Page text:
James Marlow tells of the inconsistencies through time in Whittaker Chambers's story. In 1939, a year after he claimed that he quit the Communist Party, he said that he had tried to warn President Roosevelt of the Communist underground. But he was told by the President's secretary to go to Assistant Secretary of State Adolf Berle. He claimed to have warned Mr. Berle and named Alger Hiss as part of the underground. But Mr. Berle said that he recalled that Mr. Chambers only told him that Mr. Hiss and others in the Government were part of a study group regarding Russia and that the Communists hoped to induce their sympathies. He had also told Mr. Berle that there was no spying.
In 1942, Mr. Chambers claimed to have talked several times to the FBI about the underground and named Mr. Hiss as a member. The FBI checked on Mr. Hiss in 1942 and the results had not been revealed.
In 1946, Mr. Hiss heard rumors that he was supposedly a Communist and so he went to the FBI, who asked him about knowing several persons, but not Whittaker Chambers. In 1947, Mr. Hiss was contacted by two FBI agents and asked if he knew Mr. Chambers, to which he had responded that he did not.
During the HUAC hearings of the previous August, Mr. Chambers had accused Mr. Hiss and others in the Government of being in a Communist underground, but said that spying was not its purpose. He had no independent proof of Mr. Hiss's supposed party membership beyond his own observations.
Mr. Hiss initially testified that he did not know Mr. Chambers, until Mr. Chambers was brought before him, at which point, after looking closely at his teeth and asking him to speak, he determined that Mr. Chambers was a man he had known briefly, in 1935-36, as George Crosley, to whom he had cheaply sublet the family apartment after the family moved out and gave to him a 1929 Model A Ford because Mr. Crosley, a freelance writer, was broke.
The New York grand jury had called both Mr. Hiss and Mr. Chambers before it after the August testimony and nothing happened as a result. But then Mr. Hiss sued Mr. Chambers for $75,000 for defamatorily repeating on "Meet the Press" his charges that Mr. Hiss was a Communist. Mr. Hiss had dared Mr. Chambers to make such statements outside the Congressional immunity of the Committee, and so Mr. Chambers knew that he would be inviting the lawsuit if he called Mr. Hiss's bluff.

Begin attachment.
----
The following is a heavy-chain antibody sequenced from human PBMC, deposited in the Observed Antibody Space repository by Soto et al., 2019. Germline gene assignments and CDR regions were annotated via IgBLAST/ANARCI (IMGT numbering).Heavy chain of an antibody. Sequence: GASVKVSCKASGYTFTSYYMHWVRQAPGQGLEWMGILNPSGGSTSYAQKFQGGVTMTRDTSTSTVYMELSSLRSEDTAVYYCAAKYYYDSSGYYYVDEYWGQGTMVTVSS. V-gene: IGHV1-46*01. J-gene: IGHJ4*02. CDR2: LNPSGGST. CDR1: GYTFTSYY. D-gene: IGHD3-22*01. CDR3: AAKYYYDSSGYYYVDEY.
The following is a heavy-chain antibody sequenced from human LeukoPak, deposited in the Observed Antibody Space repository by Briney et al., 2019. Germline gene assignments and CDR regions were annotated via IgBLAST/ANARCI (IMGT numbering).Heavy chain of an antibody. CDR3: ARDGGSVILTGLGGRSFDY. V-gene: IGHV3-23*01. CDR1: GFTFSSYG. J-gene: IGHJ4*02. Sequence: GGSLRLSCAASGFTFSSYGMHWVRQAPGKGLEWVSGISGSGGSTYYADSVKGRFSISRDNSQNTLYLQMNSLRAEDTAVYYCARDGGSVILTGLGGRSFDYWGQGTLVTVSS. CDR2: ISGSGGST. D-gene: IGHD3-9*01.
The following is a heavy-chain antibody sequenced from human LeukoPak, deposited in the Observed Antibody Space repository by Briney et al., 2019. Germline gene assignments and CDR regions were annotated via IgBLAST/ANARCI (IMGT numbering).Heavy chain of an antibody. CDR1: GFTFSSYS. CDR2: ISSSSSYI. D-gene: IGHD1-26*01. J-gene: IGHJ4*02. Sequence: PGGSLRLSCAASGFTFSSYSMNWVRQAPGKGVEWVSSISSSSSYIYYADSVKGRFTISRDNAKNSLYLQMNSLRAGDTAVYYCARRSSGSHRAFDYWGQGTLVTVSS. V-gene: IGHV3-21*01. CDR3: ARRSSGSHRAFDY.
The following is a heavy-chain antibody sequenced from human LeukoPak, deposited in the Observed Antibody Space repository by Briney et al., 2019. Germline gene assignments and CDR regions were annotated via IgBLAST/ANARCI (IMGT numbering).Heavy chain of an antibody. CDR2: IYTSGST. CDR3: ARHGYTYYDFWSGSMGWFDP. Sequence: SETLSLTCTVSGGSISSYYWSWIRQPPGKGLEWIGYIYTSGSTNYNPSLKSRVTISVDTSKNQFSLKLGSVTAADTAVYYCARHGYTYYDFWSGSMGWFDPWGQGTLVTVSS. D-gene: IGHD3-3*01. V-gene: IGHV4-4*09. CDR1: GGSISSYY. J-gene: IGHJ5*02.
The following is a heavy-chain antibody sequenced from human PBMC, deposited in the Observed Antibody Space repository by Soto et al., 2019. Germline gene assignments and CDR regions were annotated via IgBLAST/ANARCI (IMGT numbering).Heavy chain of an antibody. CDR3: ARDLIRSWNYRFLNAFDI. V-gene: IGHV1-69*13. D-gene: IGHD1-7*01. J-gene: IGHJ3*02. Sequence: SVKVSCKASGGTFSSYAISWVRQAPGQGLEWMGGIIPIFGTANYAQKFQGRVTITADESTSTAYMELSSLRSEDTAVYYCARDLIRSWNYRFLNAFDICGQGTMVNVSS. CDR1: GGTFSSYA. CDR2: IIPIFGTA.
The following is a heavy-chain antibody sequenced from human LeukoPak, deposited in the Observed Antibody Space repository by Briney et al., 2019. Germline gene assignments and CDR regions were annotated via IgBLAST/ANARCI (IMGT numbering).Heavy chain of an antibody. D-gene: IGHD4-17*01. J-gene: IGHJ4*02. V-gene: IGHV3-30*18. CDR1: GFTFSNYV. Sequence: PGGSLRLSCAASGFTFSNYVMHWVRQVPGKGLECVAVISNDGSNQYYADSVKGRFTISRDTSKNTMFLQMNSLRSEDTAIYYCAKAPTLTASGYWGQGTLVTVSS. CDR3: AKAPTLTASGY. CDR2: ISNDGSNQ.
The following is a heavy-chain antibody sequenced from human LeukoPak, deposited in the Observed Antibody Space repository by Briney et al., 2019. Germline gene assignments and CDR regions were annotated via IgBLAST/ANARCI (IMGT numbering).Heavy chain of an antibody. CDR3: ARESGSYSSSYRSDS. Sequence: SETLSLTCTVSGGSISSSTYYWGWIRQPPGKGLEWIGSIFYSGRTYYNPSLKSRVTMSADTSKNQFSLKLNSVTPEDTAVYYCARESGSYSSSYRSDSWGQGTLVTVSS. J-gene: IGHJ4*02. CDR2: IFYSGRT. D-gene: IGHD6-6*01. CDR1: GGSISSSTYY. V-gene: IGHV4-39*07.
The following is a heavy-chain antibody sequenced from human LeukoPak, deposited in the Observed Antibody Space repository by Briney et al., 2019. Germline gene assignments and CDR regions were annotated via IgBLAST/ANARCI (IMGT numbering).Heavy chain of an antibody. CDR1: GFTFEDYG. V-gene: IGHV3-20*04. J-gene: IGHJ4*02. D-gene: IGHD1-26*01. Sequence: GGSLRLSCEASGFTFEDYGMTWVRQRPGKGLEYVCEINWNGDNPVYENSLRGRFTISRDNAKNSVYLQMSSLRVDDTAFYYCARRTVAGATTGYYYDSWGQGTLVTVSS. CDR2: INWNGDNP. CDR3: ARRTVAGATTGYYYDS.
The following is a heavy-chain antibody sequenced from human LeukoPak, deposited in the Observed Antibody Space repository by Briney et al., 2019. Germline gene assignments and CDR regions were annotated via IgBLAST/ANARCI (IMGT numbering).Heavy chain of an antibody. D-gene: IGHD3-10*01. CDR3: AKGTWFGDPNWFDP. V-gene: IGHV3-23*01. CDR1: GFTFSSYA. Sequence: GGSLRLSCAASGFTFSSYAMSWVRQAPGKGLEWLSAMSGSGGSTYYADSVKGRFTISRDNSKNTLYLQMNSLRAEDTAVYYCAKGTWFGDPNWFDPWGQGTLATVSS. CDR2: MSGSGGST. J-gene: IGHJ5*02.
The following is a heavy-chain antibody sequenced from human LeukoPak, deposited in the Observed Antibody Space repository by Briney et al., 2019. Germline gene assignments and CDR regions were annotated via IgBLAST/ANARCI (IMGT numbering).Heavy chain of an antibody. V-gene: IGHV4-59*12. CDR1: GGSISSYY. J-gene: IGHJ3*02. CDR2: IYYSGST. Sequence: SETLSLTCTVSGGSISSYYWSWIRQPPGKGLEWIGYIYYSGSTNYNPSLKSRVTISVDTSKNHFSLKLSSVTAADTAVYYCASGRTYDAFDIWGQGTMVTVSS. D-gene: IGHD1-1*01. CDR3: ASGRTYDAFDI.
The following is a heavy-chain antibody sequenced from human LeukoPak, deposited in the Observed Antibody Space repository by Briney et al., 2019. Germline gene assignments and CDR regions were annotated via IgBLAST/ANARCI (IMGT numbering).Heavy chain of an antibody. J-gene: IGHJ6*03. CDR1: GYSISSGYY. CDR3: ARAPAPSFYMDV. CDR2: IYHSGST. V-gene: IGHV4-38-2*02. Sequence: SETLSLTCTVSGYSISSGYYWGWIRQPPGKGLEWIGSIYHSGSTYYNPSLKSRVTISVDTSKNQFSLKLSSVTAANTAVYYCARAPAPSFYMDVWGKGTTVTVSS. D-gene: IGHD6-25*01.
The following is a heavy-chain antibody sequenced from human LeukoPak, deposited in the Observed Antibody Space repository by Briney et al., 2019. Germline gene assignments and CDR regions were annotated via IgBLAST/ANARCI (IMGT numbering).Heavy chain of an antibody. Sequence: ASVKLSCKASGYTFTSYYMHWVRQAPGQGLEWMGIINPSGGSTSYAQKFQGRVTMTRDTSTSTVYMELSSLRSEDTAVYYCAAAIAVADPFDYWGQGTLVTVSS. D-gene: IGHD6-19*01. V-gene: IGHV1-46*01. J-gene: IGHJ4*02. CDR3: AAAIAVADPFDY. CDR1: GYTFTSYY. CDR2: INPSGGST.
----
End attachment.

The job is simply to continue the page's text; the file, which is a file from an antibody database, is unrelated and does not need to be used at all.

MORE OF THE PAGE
It was then, in response to a November request for discovery by Mr. Hiss's attorney, that Mr. Chambers produced the "secret documents". Both Mr. Chambers's attorney and Mr. Hiss's attorney then turned the documents over to the Justice Department. The latter gave them to the grand jury, who then summoned Mr. Chambers and Mr. Hiss to testify again the previous week.
On Friday, December 4, Mr. Chambers provided additional microfilm documents to HUAC investigator Robert Stripling out of a pumpkin on Mr. Chambers's Maryland farm—a farm which Mr. Hiss had originally sought to purchase before the deal fell through during the 1930's. The documents and microfilm had previously been stored for a decade at the Brooklyn home of Mr. Chambers's nephew, inside a dumbwaiter shaft, over a linen closet, (no doubt with marks pointing to it), accessible only via a bathroom window.
According to a column by Drew Pearson, Mr. Chambers had transferred the microfilm from a squash to the pumpkin the night before the revelation to Mr. Stripling because he believed the large squash patch drew too much attention. He then arranged the squash in the shape of an arrow pointing to the pumpkin. Mr. Chambers claimed that he hid the microfilm in the garden because he was afraid Communists visiting his farm might discover it.
Mr. Chambers claimed that he had not previously accused Mr. Hiss of spying because he was a Quaker and did not wish to hurt anybody.
But the defamation suit presented a pumpkin of a different color. For, if successful, at its conclusion, Mr. Chambers would be without jack enough to light his lantern.
Mr. Chambers also accused Henry J. Wadleigh of the State Department, William Ward Pigman of the Bureau of Standards, and the late Harry Dexter White of the Treasury Department of providing stolen documents to him as well. But he had preserved only the Hiss documents.
A letter writer responds to a letter of December 9 which had advocated freedom to drink alcohol, without prohibition. This writer thinks it made as much sense to legalize brothels to eliminate venereal disease as well as gambling and narcotics.
A piece from the Charleston News & Courier says that the newspaper would be suspicious of efforts to reform the electoral college until the national disposition toward the states and states' rights improved. It regards the United States as rapidly becoming the "Jellified States".
Well, why don't you remove to another country where your form of Fascism may thrive.
There is a lot more to the Constitution than the Tenth Amendment, blockhead.
A piece from the Carlsbad (N.M.) Current Argus tells of the strange place names abounding in Eddy County. Deadman Draw, Dagger Draw, Owl Draw and Bear Grass Draw were among them. There was also High Lonesome.
A piece from the Bogalusa (La.) News complains of seeing more rabbits in the town than in the country. The writer posits as the reason that they were smart, that he personally liked the country better but he did not get shot at every time he stuck his head outdoors.
Shoemaker cartoon of the day would have been genuinely prophetic and infinitely more insightful, as well truer to the Bosch-inspired imagery, had he placed Mr. Nixon inside the whale holding the same sign. Of course, we could not have hoped also, in that event, for the completeness afforded by an included image of Congressman-elect Gerald Ford sitting on the bank fishing with a baited line, marked "Pardon the intrusion." Given the time of year, he also would have been quite suitably
—Forget it, he's talking about The Tempest
Links-Date — Links-Subj.